Researcher ORCID Identifier
Open Access Senior Thesis
Bachelor of Science
Allison E Joseph
In the 21st century, Myanmar has become the largest migration source country in the Greater Mekong Sub-region (Kusakabe & Pearson, 2010). To achieve its economic goals, the government has prioritized the confiscation and reallocation of communal lands, which has resulted in a growing class of landless and dispossessed citizens (Franco, Twomey, Ju, Vervest, & Kramer, 2015). This has resulted in the wide-scale process of Myanmar’s rural women’s disinheritance from the land and food, as they are expropriated from the home of their ancestors and forced to migrate to urban centers to earn a livelihood. The proposed study will examine and identify the impacts of rural to urban migration on Myanmar women’s individual identity and connectedness towards the land and food. A cross-sectional study of rural women in Myanmar and Myanmar migrant women living in Bangkok, Thailand will be conducted. Participants will complete a survey/questionnaire containing measures of four constructs: 1) salience of the land to identity, 2) salience of food to identity, 3) connectedness to the land and 4) connectedness to food. It is hypothesized that the salience of the land and food to identity will be higher for rural women than for urban migrants. It is also hypothesized that women living in rural environments will have higher feelings of connection to food when compared to women living in urban environments. Finally, the influence of time away from origin and participants’ age will also be analyzed and discussed. The findings from this study may provide insight into the personal challenges and internal struggles Myanmar’s women face when moving to a new environment. In addition, this study may broaden the relatively scarce literature regarding Myanmar women, serving as an important basis for beginning to understand the experiences of this underrepresented population within the psychological literature.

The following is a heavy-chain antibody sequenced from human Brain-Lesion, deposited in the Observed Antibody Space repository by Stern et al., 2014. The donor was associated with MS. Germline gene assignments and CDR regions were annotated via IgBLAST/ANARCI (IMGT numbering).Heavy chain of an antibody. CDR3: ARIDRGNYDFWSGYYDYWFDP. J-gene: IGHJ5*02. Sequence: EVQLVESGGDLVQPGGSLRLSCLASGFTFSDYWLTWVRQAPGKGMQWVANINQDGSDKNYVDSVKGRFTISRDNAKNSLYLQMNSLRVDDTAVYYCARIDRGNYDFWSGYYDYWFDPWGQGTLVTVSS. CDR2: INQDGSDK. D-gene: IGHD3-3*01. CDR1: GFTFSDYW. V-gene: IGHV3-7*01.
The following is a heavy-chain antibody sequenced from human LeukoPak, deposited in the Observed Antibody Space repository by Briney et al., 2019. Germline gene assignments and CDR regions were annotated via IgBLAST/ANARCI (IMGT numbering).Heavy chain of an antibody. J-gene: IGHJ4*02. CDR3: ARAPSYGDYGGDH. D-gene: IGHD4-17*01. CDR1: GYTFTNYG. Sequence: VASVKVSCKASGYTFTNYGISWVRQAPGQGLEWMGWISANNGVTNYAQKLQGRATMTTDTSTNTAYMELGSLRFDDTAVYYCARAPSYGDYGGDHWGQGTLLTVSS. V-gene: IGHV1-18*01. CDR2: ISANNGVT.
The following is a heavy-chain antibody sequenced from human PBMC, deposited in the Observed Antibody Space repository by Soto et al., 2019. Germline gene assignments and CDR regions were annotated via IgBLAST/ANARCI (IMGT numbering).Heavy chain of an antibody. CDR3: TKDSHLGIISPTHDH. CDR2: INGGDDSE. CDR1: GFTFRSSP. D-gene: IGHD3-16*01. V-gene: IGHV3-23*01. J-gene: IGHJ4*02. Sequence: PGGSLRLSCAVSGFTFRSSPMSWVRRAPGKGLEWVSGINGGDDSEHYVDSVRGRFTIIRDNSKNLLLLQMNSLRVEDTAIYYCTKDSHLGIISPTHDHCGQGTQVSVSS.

Joseph, Allison, "THE IMPACTS OF MIGRATION ON MYANMAR WOMEN’S IDENTITY AND CONNECTEDNESS TO THE LAND AND FOOD" (2020). Scripps Senior Theses. 1722.